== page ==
PORT CHARLOTTE -- The Charlotte County attorney's office said that a non-profit economic development agency may meet privately to conduct business without violating the Sunshine Law. The agency received county funding in 1995.

The Economic Development Council asked John Hackworth of the Charlotte Sun Herald to leave a budget meeting, adjourning the meeting when Hackworth refused to leave. The Sun Herald next asked the EDC for its position on whether the EDC is a public agency. The EDC then requested a legal opinion from the county.

In 1995, the EDC received a $125,000 grant from the Board of County Commissioners to promote economic development in Charlotte County. The county also paid the EDC $30,000 in 1995 for an economic development study. (12/10/95-12/14/95)

House panel kills open records bill

TALLAHASSEE -- A House subcommittee unanimously rejected legislation that would have permitted the public to find out about pending complaints against licensed professionals, such as a physicians, architects, contractors and cosmetologists, before there has been an official finding of probable cause.

Under current Florida law, complaints are sealed until 10 days after probable cause has been determined by a regulatory agency, a process that can take a year or more. If there is not a probable cause finding on the complaint, the existence and nature of the complaint is sealed.

The House Professional Regulation subcommittee voted 12-0 against the proposed legislation, even though the bill had been drafted its own staff.

The subcommittee's staff drafted the legislation after concluding that sequestering complaints against state regulated professionals until a probable cause finding fails to provide the public with sufficient and timely information about state-regulated professionals in Florida. (12/8/95-12/9/95)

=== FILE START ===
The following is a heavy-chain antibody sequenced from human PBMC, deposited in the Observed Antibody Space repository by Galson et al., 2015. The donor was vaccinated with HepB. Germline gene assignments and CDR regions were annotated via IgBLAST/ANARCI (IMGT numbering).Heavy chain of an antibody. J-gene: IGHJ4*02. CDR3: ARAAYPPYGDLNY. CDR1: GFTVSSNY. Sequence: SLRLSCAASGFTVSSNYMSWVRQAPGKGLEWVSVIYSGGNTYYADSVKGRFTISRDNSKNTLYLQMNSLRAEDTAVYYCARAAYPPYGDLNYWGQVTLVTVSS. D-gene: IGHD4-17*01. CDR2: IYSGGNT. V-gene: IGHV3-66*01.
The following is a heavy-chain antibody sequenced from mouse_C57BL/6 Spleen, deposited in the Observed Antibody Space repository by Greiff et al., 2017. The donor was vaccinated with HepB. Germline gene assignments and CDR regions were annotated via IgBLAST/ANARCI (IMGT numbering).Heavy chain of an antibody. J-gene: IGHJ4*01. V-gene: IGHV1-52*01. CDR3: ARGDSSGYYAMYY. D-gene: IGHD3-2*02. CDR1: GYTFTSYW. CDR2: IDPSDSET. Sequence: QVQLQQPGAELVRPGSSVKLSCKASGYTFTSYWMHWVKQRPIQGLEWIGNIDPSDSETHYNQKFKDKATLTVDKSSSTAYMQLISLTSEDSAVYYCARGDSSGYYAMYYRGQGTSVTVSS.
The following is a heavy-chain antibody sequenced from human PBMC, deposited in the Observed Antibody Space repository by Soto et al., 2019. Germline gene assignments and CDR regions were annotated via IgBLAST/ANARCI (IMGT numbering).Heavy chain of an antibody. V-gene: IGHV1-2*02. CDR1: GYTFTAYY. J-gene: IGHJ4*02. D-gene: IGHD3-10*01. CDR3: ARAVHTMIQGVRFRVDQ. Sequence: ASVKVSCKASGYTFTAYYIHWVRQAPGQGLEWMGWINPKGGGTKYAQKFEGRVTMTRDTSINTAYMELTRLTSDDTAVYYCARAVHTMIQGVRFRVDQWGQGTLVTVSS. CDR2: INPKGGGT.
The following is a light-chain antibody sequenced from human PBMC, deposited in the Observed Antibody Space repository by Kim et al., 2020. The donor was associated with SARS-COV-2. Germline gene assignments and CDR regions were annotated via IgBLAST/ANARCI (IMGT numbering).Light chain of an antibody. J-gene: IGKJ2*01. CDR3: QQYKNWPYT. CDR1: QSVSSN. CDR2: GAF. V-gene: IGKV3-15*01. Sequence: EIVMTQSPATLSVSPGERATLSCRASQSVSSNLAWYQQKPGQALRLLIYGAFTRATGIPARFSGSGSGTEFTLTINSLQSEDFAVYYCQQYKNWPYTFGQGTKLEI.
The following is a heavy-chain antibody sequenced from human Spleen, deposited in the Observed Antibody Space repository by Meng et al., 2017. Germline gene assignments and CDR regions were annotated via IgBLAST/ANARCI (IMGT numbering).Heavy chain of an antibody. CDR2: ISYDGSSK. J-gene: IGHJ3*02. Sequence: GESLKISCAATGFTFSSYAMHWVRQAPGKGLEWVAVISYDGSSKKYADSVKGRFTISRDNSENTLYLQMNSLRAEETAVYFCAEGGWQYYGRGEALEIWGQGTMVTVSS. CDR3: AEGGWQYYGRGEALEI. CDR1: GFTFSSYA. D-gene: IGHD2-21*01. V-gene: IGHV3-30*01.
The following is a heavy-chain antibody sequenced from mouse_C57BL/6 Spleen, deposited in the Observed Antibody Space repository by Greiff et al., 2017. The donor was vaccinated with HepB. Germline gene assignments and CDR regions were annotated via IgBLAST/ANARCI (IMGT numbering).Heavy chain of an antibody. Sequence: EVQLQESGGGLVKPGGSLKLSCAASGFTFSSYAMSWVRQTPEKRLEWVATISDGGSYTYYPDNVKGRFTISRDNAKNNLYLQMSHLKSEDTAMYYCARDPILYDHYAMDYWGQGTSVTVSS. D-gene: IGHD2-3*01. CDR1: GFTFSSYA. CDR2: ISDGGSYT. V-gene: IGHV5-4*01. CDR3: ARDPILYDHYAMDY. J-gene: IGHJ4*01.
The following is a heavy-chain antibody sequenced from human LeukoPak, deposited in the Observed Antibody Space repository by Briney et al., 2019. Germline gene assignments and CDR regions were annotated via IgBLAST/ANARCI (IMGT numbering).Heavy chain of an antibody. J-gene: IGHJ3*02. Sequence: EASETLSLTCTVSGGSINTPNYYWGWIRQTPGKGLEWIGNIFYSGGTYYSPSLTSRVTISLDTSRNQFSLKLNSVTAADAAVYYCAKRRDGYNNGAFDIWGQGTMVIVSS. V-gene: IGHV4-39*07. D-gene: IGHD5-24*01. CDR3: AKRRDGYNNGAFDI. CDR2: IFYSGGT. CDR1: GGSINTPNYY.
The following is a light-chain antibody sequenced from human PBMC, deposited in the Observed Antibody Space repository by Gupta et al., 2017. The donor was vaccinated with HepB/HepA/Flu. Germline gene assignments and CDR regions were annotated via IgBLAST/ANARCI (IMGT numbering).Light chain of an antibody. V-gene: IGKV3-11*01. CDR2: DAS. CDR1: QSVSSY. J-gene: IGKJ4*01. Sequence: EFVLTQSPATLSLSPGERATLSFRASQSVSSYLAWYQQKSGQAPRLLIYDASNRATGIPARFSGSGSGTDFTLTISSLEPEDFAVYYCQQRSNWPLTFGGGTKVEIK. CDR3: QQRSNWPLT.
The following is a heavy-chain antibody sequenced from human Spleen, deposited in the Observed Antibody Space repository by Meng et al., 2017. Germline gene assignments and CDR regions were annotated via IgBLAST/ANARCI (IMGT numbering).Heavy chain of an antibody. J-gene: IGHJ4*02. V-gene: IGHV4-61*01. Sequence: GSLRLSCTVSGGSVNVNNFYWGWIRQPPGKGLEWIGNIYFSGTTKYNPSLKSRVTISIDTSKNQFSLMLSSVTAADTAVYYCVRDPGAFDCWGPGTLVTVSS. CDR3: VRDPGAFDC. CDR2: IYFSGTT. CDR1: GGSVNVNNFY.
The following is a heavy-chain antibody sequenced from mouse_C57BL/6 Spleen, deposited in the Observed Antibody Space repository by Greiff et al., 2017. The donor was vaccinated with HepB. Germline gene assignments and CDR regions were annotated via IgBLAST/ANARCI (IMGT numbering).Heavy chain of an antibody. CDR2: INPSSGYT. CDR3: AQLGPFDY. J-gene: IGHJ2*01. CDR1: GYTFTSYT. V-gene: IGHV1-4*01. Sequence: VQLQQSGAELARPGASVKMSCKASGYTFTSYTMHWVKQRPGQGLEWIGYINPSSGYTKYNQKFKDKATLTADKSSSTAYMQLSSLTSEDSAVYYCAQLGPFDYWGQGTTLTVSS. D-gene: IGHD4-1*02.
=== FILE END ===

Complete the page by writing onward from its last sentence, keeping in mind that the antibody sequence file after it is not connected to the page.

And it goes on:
Attorney peer reviews will not be released to public

NEW YORK -- The body that oversees Florida's licensed attorneys voted to keep confidential the names of attorneys who offer comments and testimony about other attorneys during certification peer review procedures.

Florida lawyers may apply for certification as specialists in specific fields of law, such as civil and criminal trial. As part of the certification process, peer reviews of certification applicants are obtained.

Former provisions did not permit consideration of a negative peer evaluation unless the evaluating attorney providing the information was named on the record.

Under new rules passed by the Board of Governors of The Florida Bar, the identities of attorneys providing peer reviews will be kept secret. The procedures provide for an independent review by the Bar of negative comments that are challenged by the applicant.

One board member objected to the new rules, questioning the fairness of not permitting applicants to know who made negative comments about them. (1/1/96)

Chamber claims its records not public

KEY WEST -- The Florida Public Records Law does not require the Greater Key West Chamber of Commerce to release financial records, including its budget, according to an opinion written by the chamber's attorney.

The opinion was prompted by requests made by Key West city commissioners and the editor of a local newspaper for chamber financial records. Some commissioners had questioned the chamber's $10 per month lease agreement with the city for office space. (11/26/95)

Court strikes CPA advertising statute

MIAMI -- A U.S. District judge ruled unconstitutional a Florida statute prohibiting firms that are not certified public accounting firms from advertising that they employ certified public accountants. The statute violates free speech rights of other types of firms that want to advertise that they employ CPAs, the judge held.

The ruling came in a lawsuit filed in Oct. 1994 on behalf of American Express Tax and Business Services, which employs CPAs and provides business planning services, but is not a CPA firm. (12/15/95)

Judge refuses gag order request in murder prosecution

BRADENTON -- Twelfth Judicial Circuit Court Judge Robert Boylston refused to gag attorneys, witnesses or law enforcement officials from providing information concerning a first degree murder case to the news media.

Heather Ciambrone, 27, is charged in the death of her 7-year-old adopted son. Her attorney, a public defender, asked for the gag order to protect Ciambrone's right to a fair and impartial trial.

Judge Boylston ruled that Ciambrone's fair trial rights could be protected by less restrictive means than a gag order, such as by questioning potential jurors about exposure to news media coverage of the highly publicized case.